By Wendeen H. Eolis

Poker Player Newspaper

June 6, 2005

As the Harrah’s 2005 World Series of Poker launches, Ken Lambert, longtime card room manager at the Horseshoe Casino in Tunica, Mississippi (a Harrah’s property) is at the helm

– overseeing what are sure to be the most spectacular and chronicled poker contests in the history of the game. And the final event, according to Ken, is likely to see nearly seven thousand runners.

Ken Lambert Rides High

The Golden Age of Poker is upon us, with Ken Lambert on the bridge as legendary old timers collide with a new generation of stars and fearless poker studs and babes who have yet to earn rightful places in poker’s Hall of Fame.

Ken is well known both to the longtime road gamblers and the sharpest twenty- something aces of the game. Raised in Las Vegas, Ken graduated from Las Vegas High School in 1981. He followed in his father’s footsteps into the gaming business, landing his first poker room job at the Frontier Hotel and moving up the ladder. He has held the position as card room manager at Jack Binion’s Horsehoe Casino in Tunica since its opening in 1995, where he oversaw some of the biggest Pot Limit Omaha and Triple Draw games in the world.

When it comes to poker, Ken has seen it all-the days when chewing tobacco and puffing on cigars was A-OK in poker rooms and onward, through the years when casinos paid to get their tournaments shown on television. Ken is at ease in making tough decisions at the tables, and enthusiastic about pleasing reasonable and polite poker players. He is champing at the bit to get off and running in his biggest casino role ever- the management of the 2005 World Series of Poker under the direction of Howard Greenbaum, the Harrah’s senior executive who is a second year veteran of WSOP operations.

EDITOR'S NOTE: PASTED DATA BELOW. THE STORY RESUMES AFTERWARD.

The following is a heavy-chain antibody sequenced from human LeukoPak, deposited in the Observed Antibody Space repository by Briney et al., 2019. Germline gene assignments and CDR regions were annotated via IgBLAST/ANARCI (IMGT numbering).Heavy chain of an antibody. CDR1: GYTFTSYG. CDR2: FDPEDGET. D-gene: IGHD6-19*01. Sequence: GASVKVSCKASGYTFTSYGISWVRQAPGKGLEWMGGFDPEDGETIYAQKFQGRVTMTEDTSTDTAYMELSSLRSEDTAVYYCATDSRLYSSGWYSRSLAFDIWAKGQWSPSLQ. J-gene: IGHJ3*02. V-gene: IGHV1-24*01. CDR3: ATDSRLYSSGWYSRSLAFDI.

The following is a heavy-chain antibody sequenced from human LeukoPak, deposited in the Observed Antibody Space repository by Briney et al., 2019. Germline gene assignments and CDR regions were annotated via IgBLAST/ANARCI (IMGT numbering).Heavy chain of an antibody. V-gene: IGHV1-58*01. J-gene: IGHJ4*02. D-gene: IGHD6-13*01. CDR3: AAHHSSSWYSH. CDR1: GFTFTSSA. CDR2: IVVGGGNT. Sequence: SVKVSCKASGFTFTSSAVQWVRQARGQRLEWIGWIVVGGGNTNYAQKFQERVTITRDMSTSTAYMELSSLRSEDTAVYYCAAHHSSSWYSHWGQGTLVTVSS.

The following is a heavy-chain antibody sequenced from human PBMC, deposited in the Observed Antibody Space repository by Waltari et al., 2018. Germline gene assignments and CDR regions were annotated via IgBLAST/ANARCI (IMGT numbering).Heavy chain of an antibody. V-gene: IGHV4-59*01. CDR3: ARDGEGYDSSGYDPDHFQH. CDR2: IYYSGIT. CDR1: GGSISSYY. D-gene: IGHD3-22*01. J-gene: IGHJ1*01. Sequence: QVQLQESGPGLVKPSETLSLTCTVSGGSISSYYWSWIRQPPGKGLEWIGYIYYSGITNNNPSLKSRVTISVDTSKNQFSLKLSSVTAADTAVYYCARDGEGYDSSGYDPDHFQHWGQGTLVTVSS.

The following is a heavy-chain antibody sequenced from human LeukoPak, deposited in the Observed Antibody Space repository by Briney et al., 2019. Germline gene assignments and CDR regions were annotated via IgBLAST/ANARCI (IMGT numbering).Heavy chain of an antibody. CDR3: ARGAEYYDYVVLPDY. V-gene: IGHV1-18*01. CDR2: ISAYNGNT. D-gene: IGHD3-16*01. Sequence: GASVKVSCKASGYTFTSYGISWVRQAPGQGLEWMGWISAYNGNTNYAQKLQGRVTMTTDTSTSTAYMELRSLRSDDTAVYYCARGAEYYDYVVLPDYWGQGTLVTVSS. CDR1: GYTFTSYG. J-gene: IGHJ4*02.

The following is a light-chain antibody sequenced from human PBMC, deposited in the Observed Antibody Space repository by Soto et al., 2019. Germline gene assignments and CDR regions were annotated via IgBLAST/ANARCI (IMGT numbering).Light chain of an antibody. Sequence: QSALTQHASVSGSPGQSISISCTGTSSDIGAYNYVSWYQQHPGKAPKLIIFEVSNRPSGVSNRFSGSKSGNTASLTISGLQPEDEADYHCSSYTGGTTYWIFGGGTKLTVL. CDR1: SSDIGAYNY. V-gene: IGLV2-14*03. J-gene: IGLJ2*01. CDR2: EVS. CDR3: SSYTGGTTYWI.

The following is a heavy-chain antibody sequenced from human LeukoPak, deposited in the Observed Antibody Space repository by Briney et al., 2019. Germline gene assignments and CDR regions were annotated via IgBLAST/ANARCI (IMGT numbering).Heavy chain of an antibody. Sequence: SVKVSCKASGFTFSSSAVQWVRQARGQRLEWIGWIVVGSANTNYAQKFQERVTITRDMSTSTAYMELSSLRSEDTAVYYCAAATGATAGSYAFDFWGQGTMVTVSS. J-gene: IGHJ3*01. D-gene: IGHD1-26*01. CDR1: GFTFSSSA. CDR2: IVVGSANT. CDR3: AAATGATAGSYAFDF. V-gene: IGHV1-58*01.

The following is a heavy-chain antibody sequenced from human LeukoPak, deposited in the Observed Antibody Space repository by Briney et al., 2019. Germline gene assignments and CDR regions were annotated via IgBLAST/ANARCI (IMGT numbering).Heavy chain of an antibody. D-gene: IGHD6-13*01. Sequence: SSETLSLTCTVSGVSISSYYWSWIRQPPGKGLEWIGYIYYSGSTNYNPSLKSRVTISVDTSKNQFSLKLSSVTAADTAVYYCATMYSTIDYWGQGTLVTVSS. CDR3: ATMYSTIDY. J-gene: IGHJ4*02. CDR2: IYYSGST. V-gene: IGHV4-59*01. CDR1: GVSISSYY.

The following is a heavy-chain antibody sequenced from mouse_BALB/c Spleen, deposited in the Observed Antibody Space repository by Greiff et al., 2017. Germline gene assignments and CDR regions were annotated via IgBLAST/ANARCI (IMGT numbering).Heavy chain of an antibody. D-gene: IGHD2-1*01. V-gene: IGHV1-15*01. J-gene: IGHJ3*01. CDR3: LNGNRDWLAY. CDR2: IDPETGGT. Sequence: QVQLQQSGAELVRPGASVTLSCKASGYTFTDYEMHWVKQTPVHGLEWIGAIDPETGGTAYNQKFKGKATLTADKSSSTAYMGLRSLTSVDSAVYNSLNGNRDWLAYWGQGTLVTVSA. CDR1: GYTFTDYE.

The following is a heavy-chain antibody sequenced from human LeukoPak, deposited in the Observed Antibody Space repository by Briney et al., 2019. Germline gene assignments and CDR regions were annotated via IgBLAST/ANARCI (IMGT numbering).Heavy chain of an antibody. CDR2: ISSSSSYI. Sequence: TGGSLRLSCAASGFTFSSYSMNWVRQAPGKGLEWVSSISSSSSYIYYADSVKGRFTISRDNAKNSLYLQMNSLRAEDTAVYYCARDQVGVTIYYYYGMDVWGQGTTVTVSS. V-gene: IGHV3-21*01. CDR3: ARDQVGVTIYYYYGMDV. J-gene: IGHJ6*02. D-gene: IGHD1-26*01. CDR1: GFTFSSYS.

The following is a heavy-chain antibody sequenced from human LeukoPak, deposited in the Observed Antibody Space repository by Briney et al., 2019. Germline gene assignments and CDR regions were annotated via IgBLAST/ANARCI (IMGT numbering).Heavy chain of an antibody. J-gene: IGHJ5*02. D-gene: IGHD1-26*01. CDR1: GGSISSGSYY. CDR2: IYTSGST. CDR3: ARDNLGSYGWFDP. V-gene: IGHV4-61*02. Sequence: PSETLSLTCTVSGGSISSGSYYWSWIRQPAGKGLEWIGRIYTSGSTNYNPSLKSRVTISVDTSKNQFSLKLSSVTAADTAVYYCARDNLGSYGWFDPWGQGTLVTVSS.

Ken is a modest man with Southern charm, more proud of his close knit family- his wife Carole and their three children Jennifer, 14, Christopher, 11, and Brandon, 9- than he is of his considerable accomplishments to date in the golden world of poker.

Ken says that his family will keep him centered on the monumental task of welcoming, managing, and catering to the unprecedented number of poker players that will be jockeying for position daily, in WSOP tournaments and side games with staggering amounts of cash for the poker tables and beyond. Ken says, “I am thrilled to have this job and will work hard to make it the most exciting tournament poker players have ever seen- from start to finish.”

The WSOP has always been the one tournament that meant something to every serious player— the main event, the true cat’s meow. But since 2002 the growth of poker at the WSOP and elsewhere has taken on the sound of an unending roar.

Enter the WPT

Immediately after the curtain lowered on the 2002 WSOP, the world of poker was forever changed by the birth of The World Poker Tour. The WPT unveiled a new era of poker as a spectator sport, and played a vital role in its stunning trajectory to previously unimagined heights of popularity.